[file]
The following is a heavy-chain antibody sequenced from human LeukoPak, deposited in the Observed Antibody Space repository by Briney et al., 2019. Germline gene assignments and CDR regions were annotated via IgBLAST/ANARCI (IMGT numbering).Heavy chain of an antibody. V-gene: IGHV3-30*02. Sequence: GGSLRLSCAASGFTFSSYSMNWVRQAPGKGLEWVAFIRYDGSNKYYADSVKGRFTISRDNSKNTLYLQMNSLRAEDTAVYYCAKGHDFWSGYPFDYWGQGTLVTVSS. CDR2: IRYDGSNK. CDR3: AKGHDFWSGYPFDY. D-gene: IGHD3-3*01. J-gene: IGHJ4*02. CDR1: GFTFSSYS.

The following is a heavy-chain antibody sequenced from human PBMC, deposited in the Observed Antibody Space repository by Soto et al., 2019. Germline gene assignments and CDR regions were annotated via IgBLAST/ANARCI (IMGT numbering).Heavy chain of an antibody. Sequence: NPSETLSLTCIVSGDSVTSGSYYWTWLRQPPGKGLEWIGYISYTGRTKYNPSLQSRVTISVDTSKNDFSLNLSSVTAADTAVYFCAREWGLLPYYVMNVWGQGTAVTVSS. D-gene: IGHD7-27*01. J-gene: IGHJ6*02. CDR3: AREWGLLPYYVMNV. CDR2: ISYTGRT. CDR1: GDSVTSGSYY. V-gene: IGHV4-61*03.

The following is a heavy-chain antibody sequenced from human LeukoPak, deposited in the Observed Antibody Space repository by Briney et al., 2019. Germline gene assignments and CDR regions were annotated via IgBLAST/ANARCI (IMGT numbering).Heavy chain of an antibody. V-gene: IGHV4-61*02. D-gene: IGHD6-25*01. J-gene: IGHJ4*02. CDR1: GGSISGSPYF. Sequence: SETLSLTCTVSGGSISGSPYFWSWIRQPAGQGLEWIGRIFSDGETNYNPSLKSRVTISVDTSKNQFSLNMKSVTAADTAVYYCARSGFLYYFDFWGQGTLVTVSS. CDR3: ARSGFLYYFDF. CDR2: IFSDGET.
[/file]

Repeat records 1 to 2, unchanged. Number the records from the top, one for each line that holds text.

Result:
The following is a heavy-chain antibody sequenced from human LeukoPak, deposited in the Observed Antibody Space repository by Briney et al., 2019. Germline gene assignments and CDR regions were annotated via IgBLAST/ANARCI (IMGT numbering).Heavy chain of an antibody. V-gene: IGHV3-30*02. Sequence: GGSLRLSCAASGFTFSSYSMNWVRQAPGKGLEWVAFIRYDGSNKYYADSVKGRFTISRDNSKNTLYLQMNSLRAEDTAVYYCAKGHDFWSGYPFDYWGQGTLVTVSS. CDR2: IRYDGSNK. CDR3: AKGHDFWSGYPFDY. D-gene: IGHD3-3*01. J-gene: IGHJ4*02. CDR1: GFTFSSYS.

The following is a heavy-chain antibody sequenced from human PBMC, deposited in the Observed Antibody Space repository by Soto et al., 2019. Germline gene assignments and CDR regions were annotated via IgBLAST/ANARCI (IMGT numbering).Heavy chain of an antibody. Sequence: NPSETLSLTCIVSGDSVTSGSYYWTWLRQPPGKGLEWIGYISYTGRTKYNPSLQSRVTISVDTSKNDFSLNLSSVTAADTAVYFCAREWGLLPYYVMNVWGQGTAVTVSS. D-gene: IGHD7-27*01. J-gene: IGHJ6*02. CDR3: AREWGLLPYYVMNV. CDR2: ISYTGRT. CDR1: GDSVTSGSYY. V-gene: IGHV4-61*03.